Friday, June 3, 2011

The Robe à la Turque

You know, it's kind of funny - although I've heard much more about the robe à la turque, I'm finding it much more difficult to find pictures labeled that way.

[Edit, 1/14/2013: Newcomers, you may want to see my tag for the turque, which will show you all of the Galerie des Modes turque plates I've translated so far.  They're the same plates as below, but they have longer descriptions that I've also translated, that give the conclusions I took ages to get to here.]


Gallerie des Modes, 1780



The description for this trio is interesting.  It reads: "Robe à la Turque ou espèce de Circassienne, mais différante des autres; elle a un collet comme une robe en Lévite, et une très grande écharpe blanche nouée à la ceinture; le juppon coupé; aucune garniture. Cette robe dont nous donnerons le développement de profil et par derriere, attira tous les yeux du Public, lorsquelle parut pour la premiere fois au Palais Royal, au mois de juillet dernier 1779."  This translates to (and please, please correct me if you think I'm wrong): Robe à la Turque or a type of circassienne, but differing from those: it has a collar like a Lévite, and a very large white scarf tied at the waist; the petticoat is cut(?); no trim.  This gown, for which we will give the development(?) from the profile and from behind, attracted the eyes of the Public, as it appeared for the first time at the Royal Palace, last July, 1779.

L'aimable Constance tenant en lesse un Chien-Lion et rêvant à celui que son coeur aime: sa robe est à la Turque et son chapeau à la Mongolfier, pose sure une baigneuse, et ceint d'un ruban attaché d'une boucle à l'Angloise avec un panache.
Amiable Constance holding a dog's leash and dreaming of what her heart loves: her dress is à la Turque and her hat is à la Mongolfier, [???] a bather, and trimmed in with a ribbon attached to a buckle in the English style with a feather.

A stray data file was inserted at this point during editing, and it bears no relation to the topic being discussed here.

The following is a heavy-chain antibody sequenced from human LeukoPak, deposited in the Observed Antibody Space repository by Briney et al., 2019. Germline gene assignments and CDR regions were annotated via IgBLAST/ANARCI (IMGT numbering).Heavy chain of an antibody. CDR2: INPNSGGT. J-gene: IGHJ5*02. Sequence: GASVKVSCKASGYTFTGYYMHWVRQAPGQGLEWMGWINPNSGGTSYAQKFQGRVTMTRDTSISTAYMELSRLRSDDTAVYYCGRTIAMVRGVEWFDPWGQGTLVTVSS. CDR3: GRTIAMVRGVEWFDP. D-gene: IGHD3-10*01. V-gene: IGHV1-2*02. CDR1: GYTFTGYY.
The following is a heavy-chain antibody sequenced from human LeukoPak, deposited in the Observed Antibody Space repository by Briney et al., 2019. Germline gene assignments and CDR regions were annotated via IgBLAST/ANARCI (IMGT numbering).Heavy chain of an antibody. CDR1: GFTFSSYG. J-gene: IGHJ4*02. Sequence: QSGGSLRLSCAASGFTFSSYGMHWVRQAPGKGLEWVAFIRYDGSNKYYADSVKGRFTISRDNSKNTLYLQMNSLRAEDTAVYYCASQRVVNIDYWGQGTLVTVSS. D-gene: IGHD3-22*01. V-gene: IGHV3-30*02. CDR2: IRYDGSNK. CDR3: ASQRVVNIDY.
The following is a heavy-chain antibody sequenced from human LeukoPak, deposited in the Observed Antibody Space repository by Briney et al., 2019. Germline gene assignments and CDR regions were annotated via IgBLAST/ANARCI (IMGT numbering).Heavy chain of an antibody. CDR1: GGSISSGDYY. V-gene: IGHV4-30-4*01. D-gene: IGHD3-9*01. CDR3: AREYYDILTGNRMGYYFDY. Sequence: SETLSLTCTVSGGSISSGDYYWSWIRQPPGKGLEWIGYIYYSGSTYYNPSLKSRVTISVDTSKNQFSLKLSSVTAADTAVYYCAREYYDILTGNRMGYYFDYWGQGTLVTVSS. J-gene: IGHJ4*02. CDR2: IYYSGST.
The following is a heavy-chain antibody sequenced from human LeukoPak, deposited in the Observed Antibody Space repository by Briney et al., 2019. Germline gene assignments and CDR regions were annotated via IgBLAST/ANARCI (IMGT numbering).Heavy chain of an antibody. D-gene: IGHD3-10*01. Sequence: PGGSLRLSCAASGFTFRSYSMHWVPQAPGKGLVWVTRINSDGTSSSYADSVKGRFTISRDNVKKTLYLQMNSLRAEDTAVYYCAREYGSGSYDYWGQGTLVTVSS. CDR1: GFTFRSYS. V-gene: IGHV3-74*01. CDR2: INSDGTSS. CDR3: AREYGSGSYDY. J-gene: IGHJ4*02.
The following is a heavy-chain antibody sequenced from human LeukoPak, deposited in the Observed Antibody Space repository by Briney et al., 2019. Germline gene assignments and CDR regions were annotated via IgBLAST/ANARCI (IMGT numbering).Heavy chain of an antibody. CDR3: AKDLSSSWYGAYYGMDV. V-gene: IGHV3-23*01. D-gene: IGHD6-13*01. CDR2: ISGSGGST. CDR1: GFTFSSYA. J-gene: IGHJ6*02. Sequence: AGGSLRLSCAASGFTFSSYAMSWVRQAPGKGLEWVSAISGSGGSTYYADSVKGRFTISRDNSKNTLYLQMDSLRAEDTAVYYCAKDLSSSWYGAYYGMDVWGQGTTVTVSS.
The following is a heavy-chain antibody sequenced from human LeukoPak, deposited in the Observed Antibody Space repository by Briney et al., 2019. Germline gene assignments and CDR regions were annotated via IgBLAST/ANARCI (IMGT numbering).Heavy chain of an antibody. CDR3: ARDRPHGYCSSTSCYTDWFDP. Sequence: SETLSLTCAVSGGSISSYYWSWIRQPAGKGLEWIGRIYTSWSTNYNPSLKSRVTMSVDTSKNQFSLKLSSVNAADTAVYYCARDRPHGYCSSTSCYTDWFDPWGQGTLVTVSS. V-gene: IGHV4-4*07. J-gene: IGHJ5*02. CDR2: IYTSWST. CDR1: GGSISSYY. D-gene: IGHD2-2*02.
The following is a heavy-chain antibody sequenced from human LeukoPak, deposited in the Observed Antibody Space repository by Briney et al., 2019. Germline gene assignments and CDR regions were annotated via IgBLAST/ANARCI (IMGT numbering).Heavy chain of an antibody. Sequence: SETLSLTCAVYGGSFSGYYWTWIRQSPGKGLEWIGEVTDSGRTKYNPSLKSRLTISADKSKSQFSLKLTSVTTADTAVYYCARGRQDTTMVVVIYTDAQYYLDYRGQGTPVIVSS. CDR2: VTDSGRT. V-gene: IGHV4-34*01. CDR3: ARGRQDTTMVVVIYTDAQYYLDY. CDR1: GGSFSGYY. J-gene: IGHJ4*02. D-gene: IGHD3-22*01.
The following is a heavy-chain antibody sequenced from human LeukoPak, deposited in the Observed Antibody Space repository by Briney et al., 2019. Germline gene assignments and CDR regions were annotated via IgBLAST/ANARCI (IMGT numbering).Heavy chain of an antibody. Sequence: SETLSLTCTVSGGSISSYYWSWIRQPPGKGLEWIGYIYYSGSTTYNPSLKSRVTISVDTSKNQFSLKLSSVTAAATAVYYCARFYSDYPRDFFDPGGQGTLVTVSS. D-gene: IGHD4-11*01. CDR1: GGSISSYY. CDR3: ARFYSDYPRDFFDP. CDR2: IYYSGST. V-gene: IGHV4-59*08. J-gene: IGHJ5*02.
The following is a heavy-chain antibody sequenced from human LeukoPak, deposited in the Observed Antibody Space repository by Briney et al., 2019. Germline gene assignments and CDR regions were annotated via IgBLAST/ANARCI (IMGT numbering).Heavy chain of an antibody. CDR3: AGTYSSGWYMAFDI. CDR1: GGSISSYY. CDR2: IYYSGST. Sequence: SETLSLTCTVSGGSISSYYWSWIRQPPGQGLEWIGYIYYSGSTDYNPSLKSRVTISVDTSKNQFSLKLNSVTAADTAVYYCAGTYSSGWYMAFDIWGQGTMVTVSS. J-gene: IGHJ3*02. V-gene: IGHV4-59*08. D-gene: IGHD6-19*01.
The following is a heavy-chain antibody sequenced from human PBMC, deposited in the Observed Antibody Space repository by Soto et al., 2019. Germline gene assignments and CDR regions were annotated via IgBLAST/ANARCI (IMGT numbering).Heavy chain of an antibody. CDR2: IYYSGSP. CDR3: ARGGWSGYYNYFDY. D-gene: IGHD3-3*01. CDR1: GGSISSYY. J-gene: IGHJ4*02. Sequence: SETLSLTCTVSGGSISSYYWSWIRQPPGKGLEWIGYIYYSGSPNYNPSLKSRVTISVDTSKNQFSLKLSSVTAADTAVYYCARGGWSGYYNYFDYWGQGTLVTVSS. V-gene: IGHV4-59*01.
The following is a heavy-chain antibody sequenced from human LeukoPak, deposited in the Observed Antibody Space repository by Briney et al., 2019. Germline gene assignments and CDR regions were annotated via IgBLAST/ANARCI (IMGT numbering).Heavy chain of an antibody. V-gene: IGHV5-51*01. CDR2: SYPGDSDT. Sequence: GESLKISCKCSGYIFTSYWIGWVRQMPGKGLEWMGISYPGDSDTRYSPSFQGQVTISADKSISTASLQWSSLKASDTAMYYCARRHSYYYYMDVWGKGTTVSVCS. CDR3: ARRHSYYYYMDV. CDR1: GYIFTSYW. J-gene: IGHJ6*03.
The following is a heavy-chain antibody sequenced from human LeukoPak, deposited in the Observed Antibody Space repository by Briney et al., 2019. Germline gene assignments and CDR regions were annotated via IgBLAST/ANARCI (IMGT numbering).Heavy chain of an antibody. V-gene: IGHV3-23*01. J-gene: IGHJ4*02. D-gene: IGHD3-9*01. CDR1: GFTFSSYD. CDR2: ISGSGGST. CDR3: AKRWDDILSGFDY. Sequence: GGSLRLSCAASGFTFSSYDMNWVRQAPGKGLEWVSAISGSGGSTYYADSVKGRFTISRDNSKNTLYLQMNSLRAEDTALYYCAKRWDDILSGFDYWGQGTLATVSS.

La jeune Eglé pleurant l'absence de son amant: elle est habillée d'une robe à la Turque avec des manches de gaze qui sont retroussées par des rubans, elle est coeffée en cheveux au coquelicot.
The young Eglea crying for the absence of her lover: she is dressed in a robe à la Turque with gauze sleeves which pull up with ribbons, she is coiffed with poppy-colored ribbon in her hair.


I have seen a reference to the turque being a variation on the polonaise (back to this in a bit).  The Short Glossary I referenced in the circassienne post says: "tight bodiced gown with attached open-front outer robe, closed in front, with draped sash and funnel shape sleeves."


The back on this gown certainly resembles the polonaise.  It's difficult for me to say whether or not there is a waist seam, but my instincts say no, mainly because of that front view and the back's resemblance to the polonaise.  Because of this, it's certainly possible to describe the turque as being a polonaise variation ... but I disagree with it in the instance that I found that description, as the blogger was calling a française worn rétroussée dans les poches a polonaise, which gives a completely different impression.  The main differences between the two are in the sleeves and the skirt: the skirt is cut straight, like that of the anglaise, and the sleeves are flared mancherons over wrist-length ones.

I think this is one gown with a petticoat - that the underbodice is sewn to the overrobe and the undersleeves are set in, rather than the turque being a separate robe worn over an anglaise, mainly because it seems easier and no underdress is mentioned in the descriptions.

Like the circassienne, the "oriental" details are key.  The drooping, asymmetrical scarf and the single tassel would have been seen as exotic elements of dress, and the scarf may have been specific to the turque.  As of right now, I'm not sure what the Lévite attributes of the collar are - possibly the ruffle, or the squareness, or that swag in the back - I'll come back to it when I study the Lévite.

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